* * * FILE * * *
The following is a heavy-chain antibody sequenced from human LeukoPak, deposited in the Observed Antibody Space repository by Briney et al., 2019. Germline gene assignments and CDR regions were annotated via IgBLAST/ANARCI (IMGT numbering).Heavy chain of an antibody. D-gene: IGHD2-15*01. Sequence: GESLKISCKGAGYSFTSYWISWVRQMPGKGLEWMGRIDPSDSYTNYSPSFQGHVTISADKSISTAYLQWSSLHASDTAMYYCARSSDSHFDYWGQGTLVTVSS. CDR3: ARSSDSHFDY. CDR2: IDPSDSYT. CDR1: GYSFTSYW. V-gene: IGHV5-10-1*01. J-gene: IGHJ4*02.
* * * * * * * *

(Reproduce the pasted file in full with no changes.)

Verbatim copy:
The following is a heavy-chain antibody sequenced from human LeukoPak, deposited in the Observed Antibody Space repository by Briney et al., 2019. Germline gene assignments and CDR regions were annotated via IgBLAST/ANARCI (IMGT numbering).Heavy chain of an antibody. D-gene: IGHD2-15*01. Sequence: GESLKISCKGAGYSFTSYWISWVRQMPGKGLEWMGRIDPSDSYTNYSPSFQGHVTISADKSISTAYLQWSSLHASDTAMYYCARSSDSHFDYWGQGTLVTVSS. CDR3: ARSSDSHFDY. CDR2: IDPSDSYT. CDR1: GYSFTSYW. V-gene: IGHV5-10-1*01. J-gene: IGHJ4*02.